As a café owner, it’s not often that you hear a knock on the door just before midnight, after you have closed for the night, and upon opening the door you find the Prime Minister of Australia standing there begging to be fed and complaining of the cold.

This is exactly what happened in 1942 when Niagara café owner, Jack Castrission, opened his door late one night. Standing in front of him was Australia’s war time Prime Minister, John Curtin.

Having convinced Castrission to feed him, Curtin announced that he had some mates in the car and asked if they could come in and eat too. So in came Arthur Fadden, former Prime Minister, Ben Chifley, Treasurer and later Prime Minister and Senator O’Sullivan, a senior minister.

Steak and eggs were duly cooked up and served in the warm kitchen while the politicians discussed Australia’s role in WWII. The enterprising Castrission, realising that he had an important part of the war cabinet in his kitchen lamented that his war time rations of 12.7kg of tea per month was inadequate to keep his customers happy. O’Sullivan made a note and for the rest of the war the Niagara’s tea ration was raised to 45 kg per month.

Curtin, apparently a good tipper, frequented the café numerous times after this and, according to Castrission, later Prime Ministers, Menzies and Whitlam also ate in the café.

The art deco sytle café, fitted out not unlike an American diner, was opened in the early 1900s by Greek immigrants, Jack and Vic Castrission, who ran the business until 1983 when they sold it to another Greek immigrant, Nick Loukassis who, with his family, continues to run the café to this day.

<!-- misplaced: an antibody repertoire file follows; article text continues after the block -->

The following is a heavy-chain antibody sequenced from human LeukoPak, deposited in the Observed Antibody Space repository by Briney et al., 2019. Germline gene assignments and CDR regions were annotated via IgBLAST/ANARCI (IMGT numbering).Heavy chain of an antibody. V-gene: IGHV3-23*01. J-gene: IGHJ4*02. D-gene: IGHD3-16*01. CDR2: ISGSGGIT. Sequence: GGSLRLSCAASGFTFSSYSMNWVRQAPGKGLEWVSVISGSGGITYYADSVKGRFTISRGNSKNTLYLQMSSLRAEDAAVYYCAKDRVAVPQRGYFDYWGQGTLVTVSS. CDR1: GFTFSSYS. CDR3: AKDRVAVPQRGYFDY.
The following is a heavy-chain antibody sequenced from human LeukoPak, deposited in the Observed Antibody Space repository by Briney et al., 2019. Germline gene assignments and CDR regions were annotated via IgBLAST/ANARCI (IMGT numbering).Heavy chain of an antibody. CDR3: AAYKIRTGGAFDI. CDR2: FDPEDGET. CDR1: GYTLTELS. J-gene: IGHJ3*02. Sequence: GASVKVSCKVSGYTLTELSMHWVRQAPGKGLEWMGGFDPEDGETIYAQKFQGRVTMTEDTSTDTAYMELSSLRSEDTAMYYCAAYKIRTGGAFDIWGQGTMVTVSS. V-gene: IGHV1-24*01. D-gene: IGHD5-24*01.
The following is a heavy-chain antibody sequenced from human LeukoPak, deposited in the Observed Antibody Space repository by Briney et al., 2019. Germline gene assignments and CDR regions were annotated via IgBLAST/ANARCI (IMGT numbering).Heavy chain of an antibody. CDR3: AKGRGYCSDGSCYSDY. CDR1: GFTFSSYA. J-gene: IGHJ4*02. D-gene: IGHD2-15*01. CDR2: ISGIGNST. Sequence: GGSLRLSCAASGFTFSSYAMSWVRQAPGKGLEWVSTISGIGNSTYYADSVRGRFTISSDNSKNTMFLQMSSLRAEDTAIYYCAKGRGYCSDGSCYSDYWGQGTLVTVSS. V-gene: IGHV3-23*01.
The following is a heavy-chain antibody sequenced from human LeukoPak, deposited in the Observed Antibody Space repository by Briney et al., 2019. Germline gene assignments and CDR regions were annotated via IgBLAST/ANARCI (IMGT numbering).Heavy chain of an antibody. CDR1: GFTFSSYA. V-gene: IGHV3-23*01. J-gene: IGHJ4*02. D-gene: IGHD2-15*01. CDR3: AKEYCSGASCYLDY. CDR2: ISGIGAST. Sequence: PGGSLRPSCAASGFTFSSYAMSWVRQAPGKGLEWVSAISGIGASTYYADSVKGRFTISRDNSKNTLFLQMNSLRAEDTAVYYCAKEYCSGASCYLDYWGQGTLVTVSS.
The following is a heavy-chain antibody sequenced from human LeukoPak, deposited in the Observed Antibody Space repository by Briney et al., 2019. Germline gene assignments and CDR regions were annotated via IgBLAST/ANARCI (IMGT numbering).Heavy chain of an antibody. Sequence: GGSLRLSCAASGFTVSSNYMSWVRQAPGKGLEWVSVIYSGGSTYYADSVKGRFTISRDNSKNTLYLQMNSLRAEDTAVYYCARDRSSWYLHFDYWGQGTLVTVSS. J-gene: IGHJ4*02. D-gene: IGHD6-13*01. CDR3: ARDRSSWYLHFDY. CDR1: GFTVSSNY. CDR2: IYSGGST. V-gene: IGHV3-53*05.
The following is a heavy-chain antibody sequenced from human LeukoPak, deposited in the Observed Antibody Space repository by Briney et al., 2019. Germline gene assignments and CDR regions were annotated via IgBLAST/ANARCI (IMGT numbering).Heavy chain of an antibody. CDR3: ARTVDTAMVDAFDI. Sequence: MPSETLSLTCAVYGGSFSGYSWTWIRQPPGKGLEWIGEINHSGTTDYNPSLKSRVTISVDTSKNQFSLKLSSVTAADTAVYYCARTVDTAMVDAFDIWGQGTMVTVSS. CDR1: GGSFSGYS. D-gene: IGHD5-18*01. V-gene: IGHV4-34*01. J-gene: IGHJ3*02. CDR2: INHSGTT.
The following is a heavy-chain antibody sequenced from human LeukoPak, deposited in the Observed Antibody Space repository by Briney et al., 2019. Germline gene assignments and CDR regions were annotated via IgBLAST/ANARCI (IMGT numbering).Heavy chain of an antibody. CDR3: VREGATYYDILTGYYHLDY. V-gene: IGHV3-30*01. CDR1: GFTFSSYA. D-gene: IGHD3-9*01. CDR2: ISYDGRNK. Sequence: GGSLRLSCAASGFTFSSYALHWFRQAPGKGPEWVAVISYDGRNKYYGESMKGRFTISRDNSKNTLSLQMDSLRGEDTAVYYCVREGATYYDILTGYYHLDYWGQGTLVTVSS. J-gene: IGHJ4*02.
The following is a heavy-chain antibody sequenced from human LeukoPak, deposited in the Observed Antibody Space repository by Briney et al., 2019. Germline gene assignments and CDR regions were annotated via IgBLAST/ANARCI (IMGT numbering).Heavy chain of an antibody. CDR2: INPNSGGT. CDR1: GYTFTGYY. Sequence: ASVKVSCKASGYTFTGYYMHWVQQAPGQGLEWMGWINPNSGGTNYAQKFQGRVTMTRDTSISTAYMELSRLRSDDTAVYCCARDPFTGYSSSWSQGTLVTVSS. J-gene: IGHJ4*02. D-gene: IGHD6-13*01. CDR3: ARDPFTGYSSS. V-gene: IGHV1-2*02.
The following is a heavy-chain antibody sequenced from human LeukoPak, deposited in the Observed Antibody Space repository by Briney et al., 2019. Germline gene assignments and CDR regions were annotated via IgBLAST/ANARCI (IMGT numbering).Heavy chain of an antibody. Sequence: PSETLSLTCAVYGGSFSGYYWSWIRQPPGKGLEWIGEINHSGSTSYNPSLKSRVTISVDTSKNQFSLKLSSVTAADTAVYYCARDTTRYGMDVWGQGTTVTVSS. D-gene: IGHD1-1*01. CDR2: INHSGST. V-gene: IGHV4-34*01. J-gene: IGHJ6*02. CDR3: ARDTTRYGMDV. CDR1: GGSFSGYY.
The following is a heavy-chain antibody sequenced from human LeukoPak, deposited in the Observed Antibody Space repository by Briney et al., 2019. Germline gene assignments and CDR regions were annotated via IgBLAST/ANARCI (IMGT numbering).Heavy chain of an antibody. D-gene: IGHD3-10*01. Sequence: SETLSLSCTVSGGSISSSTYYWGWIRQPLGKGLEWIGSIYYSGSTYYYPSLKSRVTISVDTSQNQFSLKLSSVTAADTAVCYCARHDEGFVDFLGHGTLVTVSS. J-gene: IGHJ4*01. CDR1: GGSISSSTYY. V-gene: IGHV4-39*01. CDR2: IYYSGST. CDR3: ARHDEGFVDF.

While the café was damaged in a fire in 1975, many original features remain, including the Art Deco door, the diner style booths and mirrors, the shop front bow windows and the vintage neon sign. Vying for space on the walls with Curtin and other VIP visitors are pictures of the Acropolis and other mementos of Greece. A large banner on the back wall reminds customers that the café celebrated the 50th Anniversary of Curtin’s steak and eggs in 1992. Pictures 2 (Wikimedia Commons – Bidgee) and 3 show how little things have changed here since the 1930s. A visit really is a nostalgic trip back in time.

The café started out as the Gundagai Oyster Saloon, fish featuring highly on its menu then as it does now. By the early 1920s it became very fashionable for cafes to have glamorous American names and so it was that the Oyster Saloon became the Niagara Café.

I am often more attracted to cafés and restaurants on hearing stories like this as opposed to good food recommendations. Often the food in such places is a let down and such places trade on their history or some other factor. Not so here – albeit that this view is based on a very hurried light lunch.

As I was in a hurry I ordered a ham and cheese toastie (toasted sandwich) and a milkshake which arrived in a retro stainless steel cup – the milkshake that is! My toastie (on a plate!) was delicious – with real cheese dripping and lots of it. The milkshake was perfect.


Next time I’ll try some steak and eggs as Prime Minister Curtin did all those years ago.

Opening hours
Daily: 8am-8pm, 7 days

Address: 42 Sheridan Street

For my next GUNDAGAI review click HERE.
To start reading at the beginning of my GUNDAGAI reviews click HERE.

3 thoughts on “Niagara Cafe: “Food for Prime Ministers”

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